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LAST OF LEIXLIP'S OLD STYLE GROCERS TO GO

Leinster Leader 9/7/1983
 
Last of Leixlip’s old style grocers to go
by
Maria Marron
 
 
 
The closure of Torley’s shop in Leixlip’s Main Street on September 15 will represent not only a significant break with the commercial history of the main street but the culmination of a difficult decision which had to be made by the present and last Torley incumbent in the shop, Miss Patricia Torley.
Torley’s, which is the last of the small type grocery stores in the town centre, and which has been in business for 61years, was recently put up for auction by Miss Torley, and the chances are that the new owners will demolish the existing building to erect a more modern premises, be it residential or commercial.
Many Leixlippians will mourn the demise of Torley’s where they were ensured personal service and a kind word down through the years, and already anticipating the closure of their local grocery store they are asking Patricia “What will we do when you’re gone?”
It was Patricia’s father who started the grocery business in the Main St., after the R.I.C. disbanded, more than six decades ago. Originally from Co. Mayo, he had once been stationed in Leixlip, where the old R.I.C. barracks was located in a house at the rear of Casey’s factory just off the Main St., and behind what was later to become Torley’s grocery.When Mr. Torley died in 1937, Patricia, her mother, and her sister, Eileen, who died in 1966, kept on the business, selling all types of groceries as well as newspapers, cigarettes and tobacco.Saying that she is about the last of the old style grocers in the village, Patricia says that Dowdall’s, a similar type grocery, closed last year. The pattern of business, she says, has changed in recent years, and the advent of the large supermarkets is culpable for much of that change. “We noticed a change when Gubay’s (now Tesco) came to Lucan” says Patricia, and although she and other grocers, were affected by the diversion of some of the business to the supermarket chain, she didn’t try very hard to recapture fall-off. “I had no dependents and what’s the point in killing yourself?” she remarks. A lot of new people in the village who have cars are inclined to travel outwards to do their shopping, Patricia claims, and she feels that the credit system which was largely used years ago will never be reverted to. Profit margins, she says, have halved of late, with high expenses eating into profits. But even if profits have diminished in recent years, some changes are certainly welcome. One which Patricia was only too delighted to see taking place was from the rations system at the end of the war years to ordinary business.” The rations system was just murderous” she says, and she recalls that Danish butter, which was the only butter available in any quantities, used to come in half barrels while jam used to come in 7 pound pots, and would then have to be distributed. Cigarettes, which were delivered in long boxes of 500, were generally sold in 5’s and “there used to be queues looking for them”.Torley’s, it seems, did a marvellous passing trade at one time, but congestion in the Main St. and parking problems did away with that.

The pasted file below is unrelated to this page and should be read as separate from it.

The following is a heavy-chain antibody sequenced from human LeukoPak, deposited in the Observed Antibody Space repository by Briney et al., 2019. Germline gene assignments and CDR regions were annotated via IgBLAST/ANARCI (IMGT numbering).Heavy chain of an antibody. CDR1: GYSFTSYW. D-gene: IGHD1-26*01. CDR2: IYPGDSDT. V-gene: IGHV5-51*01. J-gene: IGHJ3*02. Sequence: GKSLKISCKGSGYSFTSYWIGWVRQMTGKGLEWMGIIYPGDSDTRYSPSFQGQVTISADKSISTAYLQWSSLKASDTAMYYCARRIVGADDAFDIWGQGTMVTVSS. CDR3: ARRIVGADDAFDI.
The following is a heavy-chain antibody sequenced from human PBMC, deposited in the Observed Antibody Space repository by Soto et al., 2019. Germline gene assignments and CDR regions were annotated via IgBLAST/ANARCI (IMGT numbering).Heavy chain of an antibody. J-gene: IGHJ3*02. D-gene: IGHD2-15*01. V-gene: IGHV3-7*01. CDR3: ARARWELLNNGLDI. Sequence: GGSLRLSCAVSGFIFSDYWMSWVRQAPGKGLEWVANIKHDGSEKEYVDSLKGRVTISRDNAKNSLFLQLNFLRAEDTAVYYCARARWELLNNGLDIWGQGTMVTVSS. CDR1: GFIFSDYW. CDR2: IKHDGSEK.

Patricia says that it was a hard decision to make to give up the shop, and one which she had been thinking about for 3 years. Ultimately, it was one of her nieces who persuaded her to give it up, and give herself a break.She admits that she is bound to miss the shop, as it has been her life for so many years, but when she considers that it was a 7 day a week job, with only a half day on Wednesdays and Sundays, she feels that the closure will allow her time to do the things she has always wanted to do, but for which she never had the time.
Torley’s, which has not been modernised or altered in recent years has a lovely old fashioned façade. The sculpted name of TORLEY stands out in high relief on a green painted wooden board above the door, while the large shop window displays a colourful array of cigarette advertisements and other advertising pull-outs. “John Player – kingsize” and "Will’s Capstan” adverts form a harmonious colour combination with the shop itself, which, these days, is overhung by a “Coonan’s auctioneers” sign.
The adjudicators of the Tidy Towns competition once recommended that Torley’s should not do anything with their shopfront, says Patricia, so mindful of that, and aware that there was no point in doing anything with the shop in the event of possibly selling it, she left it as it was originally.
The autumnal demise of Torley’s will be a demise of the old style grocer and trader in Leixlip’s Main St. Already, the old forge which used to be beside the Post Office (formerly a grocery and petrol filling station) has been demolished, while all of the old groceries have closed, or have been converted for other commercial purposes. The town’s new furniture store, the greengrocers, the fish ‘n chipper, the jewellers and the travel agency are all businesses which have sprung up in Main St. in recent years. They are all reflective of growth in the area and of changing business patterns. Just as Torley’s future demise is reflective of a trade that is past…. or almost past.
 

Maria Marron's article in the Leader of 1983 marks the closure of Torley's shop on Leixlip's Main Street. Torley's was the last of the small grocery stores in the town centre. 


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